Discover Transcribed











































Bronson on a Boom

The direct cause of the town’s great boom is the advent of the Otter Creek Lumber Co., which operates  one of the largest saw mills in the state, giving employment to a large number of men. It has one of the most complete milling plants we ever saw. The company is just now putting in a planning apparatus, which covers nearly as much ground space as the main plant. The affairs of this concern are ably managed by F. A. Morgan, who comes as near being a ubiquitous overseer as one can imagine.-Bronson Times-Democrat-Source: Ocala Banner: 7-24-1903








































It is rumored that the Dunnellon Phosphate Company will soon begin construction of acid chambers at Port Inglis for the manufacture of acid phosphate for domestic and foreign use. The incoming cargoes of vessels will then comprise acids, while exports will be acid phosphate.

Collector Cubberly states that the Dunnellon Phosphate Company is employing a large number of men. The port is a scene of activity at all times and that many thousands of dollars are paid out each month.-Gainesville Sun- Source: Ocala Banner: 7-1-1904









































A petition asking that road from Lowe’s landing to Bronson and Crystal River road near Isham Stephens be extended eastward to county line was granted. Source: Levy Times: 1-14-1892











































At present the barges are cleaning out the channel from Port Inglis to Chambers’ Island, and are lifting and floating immense banks of rock and sand. Mr. Knott is pleased with his work and says it is interesting to watch the immense improvements that are being developed.

Clinton Burt is Engineer Knott’s foreman and assistant and they are getting along nicely. Source: Ocala Evening Star: 2-9-1900












































The Jacksonville Sun says in an editorial on Port Inglis that the Dunnellon Phosphate Company, cut a canal from the mines to the gulf, as an outlet for their product. In this the writer is way off, as sixteen miles of railroad intervenes between Rockwell, the headquarters of the company and Port Ingles. Source: Ocala Evening Star: 2-3-1905












































Rath & Cartier of Ludditigton, Mich., have purchased all the state lands in Levy County-20,000 acres. The Ellis, Young Co. have sold their tract of 42,000 acres to the Wyley Gobbet Co., of Atlanta, Ga. John A. Graham of Braidentown has bought 21, 591 acres of the Florida Southern Lands. Source: Ocala Evening Star: 7-17-1903











































A survey has recently been made for a railroad from Otter Creek through the fertile Gulf Hammock. This would mean the opening of one of the finest agricultural and trucking sections in the south. Source: Gainesville Sun: 5-3-1906











































We learn through Mr. J. E. Stevens, who is assisting Kibler Brothers in running their commissary at Port Inglis, that the dredging for the channel from Port Ingles to deep water on the Gulf of Mexico is about completed and ready for sea-going vessels to convey the phosphate from Dunnellon to foreign markets. Source: Ocala Evening Star: 6-28-1901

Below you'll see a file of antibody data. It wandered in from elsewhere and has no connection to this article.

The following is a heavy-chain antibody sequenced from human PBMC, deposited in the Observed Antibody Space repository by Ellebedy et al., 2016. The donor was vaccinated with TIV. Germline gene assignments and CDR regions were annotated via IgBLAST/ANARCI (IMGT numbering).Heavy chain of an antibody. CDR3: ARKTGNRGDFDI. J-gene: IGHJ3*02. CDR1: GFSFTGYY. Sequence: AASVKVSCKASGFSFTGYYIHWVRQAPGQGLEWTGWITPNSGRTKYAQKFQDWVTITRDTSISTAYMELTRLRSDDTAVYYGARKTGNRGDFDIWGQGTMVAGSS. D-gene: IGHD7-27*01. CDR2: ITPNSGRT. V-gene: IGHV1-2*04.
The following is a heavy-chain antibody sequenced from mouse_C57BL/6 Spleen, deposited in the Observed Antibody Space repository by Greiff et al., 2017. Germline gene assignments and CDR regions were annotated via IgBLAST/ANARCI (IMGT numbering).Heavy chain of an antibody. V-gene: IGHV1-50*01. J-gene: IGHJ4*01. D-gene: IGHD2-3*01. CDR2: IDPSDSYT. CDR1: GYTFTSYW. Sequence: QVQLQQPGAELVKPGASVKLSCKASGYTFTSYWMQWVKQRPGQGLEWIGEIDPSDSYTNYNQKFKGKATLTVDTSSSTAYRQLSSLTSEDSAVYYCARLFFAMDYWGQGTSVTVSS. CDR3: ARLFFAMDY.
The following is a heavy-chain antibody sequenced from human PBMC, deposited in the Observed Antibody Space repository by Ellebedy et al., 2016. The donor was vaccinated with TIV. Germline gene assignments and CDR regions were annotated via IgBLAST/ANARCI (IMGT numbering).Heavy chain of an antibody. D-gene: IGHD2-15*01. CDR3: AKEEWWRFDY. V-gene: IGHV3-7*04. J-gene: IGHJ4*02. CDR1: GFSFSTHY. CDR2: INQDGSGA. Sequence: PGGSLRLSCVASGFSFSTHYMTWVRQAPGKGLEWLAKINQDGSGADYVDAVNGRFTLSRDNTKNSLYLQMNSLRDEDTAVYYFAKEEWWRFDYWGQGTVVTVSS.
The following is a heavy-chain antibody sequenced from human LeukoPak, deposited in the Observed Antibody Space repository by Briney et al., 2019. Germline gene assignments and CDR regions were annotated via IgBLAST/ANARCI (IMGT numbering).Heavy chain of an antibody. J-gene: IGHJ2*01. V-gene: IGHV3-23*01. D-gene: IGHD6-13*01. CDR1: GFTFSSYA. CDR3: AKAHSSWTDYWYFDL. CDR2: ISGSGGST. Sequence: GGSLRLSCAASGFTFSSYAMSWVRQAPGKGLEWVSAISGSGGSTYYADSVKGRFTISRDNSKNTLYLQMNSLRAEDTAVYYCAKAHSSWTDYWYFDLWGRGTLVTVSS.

The East Florida Telephone service has recently finished its lines to Bronson, Levy, county, where ten instruments have been installed. The service connects many of the most important towns and villages in the county and has proved a great advantage to the merchant and grower alike. Source: Gainesville Sun: 12-28-1905






































To Take Out Timber

A company of New York Capitalists have bought a large tract of land in Gulf Hammock, Levy county and intend to ship the timber out thru Port Ingles.  They will construct a railroad from a point on the Withlacoochee river between Inglis and Port Inglis ten or fifteen miles north into the heart of the hammock. The timber is mostly hardwood and will be rafted or carried in barges to the steamers out in the pool. Mr. J. R. Moorhead, of this city, will survey the route for the new road. He leaves tomorrow for Inglis to begin work. Source: Ocala Evening Star: 10-1-1913








































A bank was organized at Cedar Key Tuesday. An ice factory will follow and it is believed the government will locate the biological station there. Then watch the town grow. (Bronson Times-Democrat) Source: Ocala Evening News: 6-7-1912






























Port Inglis Led

Shipped More Hard Rock Last Year Than Any Other Florida Port

Port Inglis leads the list of ports from which Florida hard rock was exported in 1905. The shipments for last year of that mineral from all ports totaled, 570, 846 tons, distributed as follows: Port Inglis, 185, 211; Savannah, 180, 219; Fernandina, 115, 837; Port Tampa, 65, 767; Brunswick, 23, 812. Source: Ocala Evening Star: 1-25-1906








































It is rumored that the A. C. L. will change its proposed route north of Otter Creek, and instead of going by Chiefland, it will be deflected eastward and run thru the Levyville section and connect with the Cummer road at Double Sink. The matter is being watched with interest. Bronson Times-Democrat…Source: Ocala Evening Star: 7-26-1912

 














































Port Inglis Led

Shipped More Hard Rock Last Year Than Any Other Florida Port

Bronson is on a boom as there will be a millinery store put up and run by Mrs. M. T. Marsburn. Also, two more stores will be opened here and billiard and pool tables will be opened up. (Williston Advocate) Source: Ocala Evening Star: 9-19-1906













Inglis A Great Port

Experts For Year Ending June 30 Amounted To Nearly $1,700,000